The moody, misty islands of the Queen Charlotte archipelago (called Haida Gwaii by the Haida people) are 300 km (180 mi) long and located 100 km (60 mi) off the northwest coast of British Columbia. The two main islands, Graham Island in the north and Moresby in the south, are divided by Skidegate Channel and separated from mainland BC by Hecate Strait. The islands have developed in isolation from the rest of the province and were spared the effects of the ice that covered the rest of BC until 10,000 years ago. As a result, the coastal rainforests, wetlands, sand dunes, beaches, rugged mountains, streams and lakes of the Queen Charlottes nurture an extensive population of plants and animals that exist nowhere else on earth. In fact, because so many unique life forms have developed, the islands are referred to as Canada's Galapagos. The endless opportunities to experience the unique wilderness of the Queen Charlotte Islands include ocean kayaking, scuba diving, flight seeing, birding, wildlife observation, traditional canoeing, Llama trekking, cycling and hiking.
Getting to and from the Queen Charlotte Islands is as easy as walking onto a ferry or a plane. The BC Ferries ferry ride between Prince Rupert and Skidegate is six and a half hours. The alternative is to fly from Vancouver International Airport or Prince Rupert to Sandspit Airport. On the Island, Highway 16 is the main road stretching from Old Masset to Skidegate. Traveling by car, however, is not very easy as most of the roads off Highway 16 are unpaved logging roads.
Nestled on the southern tip of Graham Island, Queen Charlotte City was the first registered town site on the Islands. It is the largest community on the island and has a range of services to make your stay enjoyable and is also the jumping off point for many adventures to more remote parts of Haida Gwaii. Queen Charlotte City is located 4 km (2.4 mi) west of the BC ferry dock at Skidegate Landing. Visitors can relax, unwind and enjoy warm friendly ambiance of this small coastal community.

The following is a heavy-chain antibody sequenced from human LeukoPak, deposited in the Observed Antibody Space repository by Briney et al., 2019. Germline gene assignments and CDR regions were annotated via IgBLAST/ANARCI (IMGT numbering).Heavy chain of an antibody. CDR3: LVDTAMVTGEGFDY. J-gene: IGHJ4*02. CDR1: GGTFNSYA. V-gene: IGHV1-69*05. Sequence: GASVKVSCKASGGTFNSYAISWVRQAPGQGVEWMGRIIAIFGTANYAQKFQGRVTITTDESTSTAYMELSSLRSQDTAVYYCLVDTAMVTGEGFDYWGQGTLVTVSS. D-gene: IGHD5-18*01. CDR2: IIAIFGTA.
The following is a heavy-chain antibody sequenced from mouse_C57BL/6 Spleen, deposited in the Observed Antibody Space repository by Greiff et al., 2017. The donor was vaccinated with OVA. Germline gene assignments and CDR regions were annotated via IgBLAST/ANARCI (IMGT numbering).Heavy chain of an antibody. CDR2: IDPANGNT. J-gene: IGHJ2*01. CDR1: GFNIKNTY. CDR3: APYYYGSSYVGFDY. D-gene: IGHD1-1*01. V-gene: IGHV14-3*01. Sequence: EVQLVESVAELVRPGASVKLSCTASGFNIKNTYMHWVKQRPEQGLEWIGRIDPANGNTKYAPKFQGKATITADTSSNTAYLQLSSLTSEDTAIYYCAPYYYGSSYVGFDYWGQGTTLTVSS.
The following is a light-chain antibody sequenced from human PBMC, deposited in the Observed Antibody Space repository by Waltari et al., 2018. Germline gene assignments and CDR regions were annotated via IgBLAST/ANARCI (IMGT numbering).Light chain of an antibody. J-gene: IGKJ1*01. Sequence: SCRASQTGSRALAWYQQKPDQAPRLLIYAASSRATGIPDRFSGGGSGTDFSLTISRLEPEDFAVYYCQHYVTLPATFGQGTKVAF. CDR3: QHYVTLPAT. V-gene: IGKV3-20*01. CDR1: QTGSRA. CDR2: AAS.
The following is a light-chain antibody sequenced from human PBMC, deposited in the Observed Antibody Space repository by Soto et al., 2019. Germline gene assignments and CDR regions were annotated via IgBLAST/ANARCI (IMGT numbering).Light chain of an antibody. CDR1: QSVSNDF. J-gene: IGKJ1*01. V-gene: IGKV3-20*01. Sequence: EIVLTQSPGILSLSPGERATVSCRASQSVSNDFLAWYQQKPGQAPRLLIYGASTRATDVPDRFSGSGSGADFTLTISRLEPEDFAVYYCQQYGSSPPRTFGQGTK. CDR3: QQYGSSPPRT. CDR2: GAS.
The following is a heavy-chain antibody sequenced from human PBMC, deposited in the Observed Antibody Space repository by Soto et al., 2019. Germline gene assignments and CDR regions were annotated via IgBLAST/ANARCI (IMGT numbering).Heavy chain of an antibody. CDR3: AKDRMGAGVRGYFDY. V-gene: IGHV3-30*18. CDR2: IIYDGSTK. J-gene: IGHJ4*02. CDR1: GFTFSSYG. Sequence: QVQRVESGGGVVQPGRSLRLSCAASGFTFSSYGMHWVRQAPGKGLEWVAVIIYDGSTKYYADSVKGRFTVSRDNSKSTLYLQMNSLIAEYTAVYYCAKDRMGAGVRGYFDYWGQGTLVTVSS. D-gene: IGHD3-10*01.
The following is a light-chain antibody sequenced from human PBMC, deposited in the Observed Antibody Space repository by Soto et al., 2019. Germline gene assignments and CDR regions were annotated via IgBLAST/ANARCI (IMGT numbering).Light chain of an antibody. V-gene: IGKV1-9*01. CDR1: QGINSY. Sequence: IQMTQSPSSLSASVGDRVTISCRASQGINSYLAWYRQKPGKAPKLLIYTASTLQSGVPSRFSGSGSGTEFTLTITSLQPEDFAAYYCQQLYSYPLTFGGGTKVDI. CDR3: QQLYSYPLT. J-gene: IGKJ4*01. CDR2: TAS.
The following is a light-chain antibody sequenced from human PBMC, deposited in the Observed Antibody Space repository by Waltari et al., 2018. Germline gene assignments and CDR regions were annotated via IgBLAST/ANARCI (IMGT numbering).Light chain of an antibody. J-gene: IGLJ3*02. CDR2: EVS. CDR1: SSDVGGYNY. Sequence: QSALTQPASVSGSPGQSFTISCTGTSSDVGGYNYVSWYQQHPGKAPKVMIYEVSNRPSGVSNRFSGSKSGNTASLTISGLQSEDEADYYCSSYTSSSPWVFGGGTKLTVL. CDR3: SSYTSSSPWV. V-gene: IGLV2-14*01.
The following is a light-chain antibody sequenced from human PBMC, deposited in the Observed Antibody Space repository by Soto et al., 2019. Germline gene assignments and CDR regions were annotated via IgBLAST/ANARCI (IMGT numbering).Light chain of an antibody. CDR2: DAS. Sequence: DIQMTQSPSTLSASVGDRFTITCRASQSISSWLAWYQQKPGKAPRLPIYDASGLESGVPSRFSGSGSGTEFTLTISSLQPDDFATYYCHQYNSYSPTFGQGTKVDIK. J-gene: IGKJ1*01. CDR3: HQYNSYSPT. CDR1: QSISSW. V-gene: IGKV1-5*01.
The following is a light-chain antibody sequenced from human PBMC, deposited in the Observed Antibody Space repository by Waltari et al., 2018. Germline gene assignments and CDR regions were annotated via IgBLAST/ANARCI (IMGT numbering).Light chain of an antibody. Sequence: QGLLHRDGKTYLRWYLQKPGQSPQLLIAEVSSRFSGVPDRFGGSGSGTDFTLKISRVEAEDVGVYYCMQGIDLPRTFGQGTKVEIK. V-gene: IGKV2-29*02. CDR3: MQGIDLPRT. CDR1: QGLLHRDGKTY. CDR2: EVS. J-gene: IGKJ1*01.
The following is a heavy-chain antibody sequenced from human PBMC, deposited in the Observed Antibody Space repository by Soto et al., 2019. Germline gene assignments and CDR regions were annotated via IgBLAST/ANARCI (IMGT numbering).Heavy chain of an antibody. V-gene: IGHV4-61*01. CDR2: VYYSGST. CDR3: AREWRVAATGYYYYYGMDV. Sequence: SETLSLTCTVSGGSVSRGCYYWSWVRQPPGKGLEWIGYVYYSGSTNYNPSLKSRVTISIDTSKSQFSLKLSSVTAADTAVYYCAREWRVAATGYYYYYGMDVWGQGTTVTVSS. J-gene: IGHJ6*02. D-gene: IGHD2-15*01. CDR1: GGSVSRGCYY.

Aside from the wilderness, every visitor should explore the cultural heritage unique to the Queen Charlotte Islands. As the land of the Haida people, you will be greeted by Haida artistry throughout the Islands. Including world renowned totem poles and carvings. The most compelling reason to visit is to explore the Gwaii Haanas National Park Reserve Haida Heritage Site. It offers an inspiring glimpse of rugged coastal beauty blended with rich coastal ecology. An astonishing reserve, this park encompasses 137 smaller islands of the Queen Charlotte archipelago. More than 500 ancient Haida sites can be found among these islands, which offer a glimpse into the past of BC's predominant aboriginal peoples. To access the park, visitors would be wise to plan several days in advance. Special arrangements by boat or plane should be made, as there is no vehicle access. Also, you are required to have reservations, as there is a limit on the number of people who can use the park at any given time. Visitors who have not been to the park in the past 3 years are required to take in as 90-minute orientation session. Visitors who invest the time to discover the deep heritage of the Queen Charlotte Islands will be handsomely rewarded. Here, there exists a unique opportunity to peer into 10,000 years of history left behind by the Haida nation. Exploring this park is arguably the number one reason for coming to - and returning to - the Queen Charlotte Islands.
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Background Photo Credit: Destination British Columbia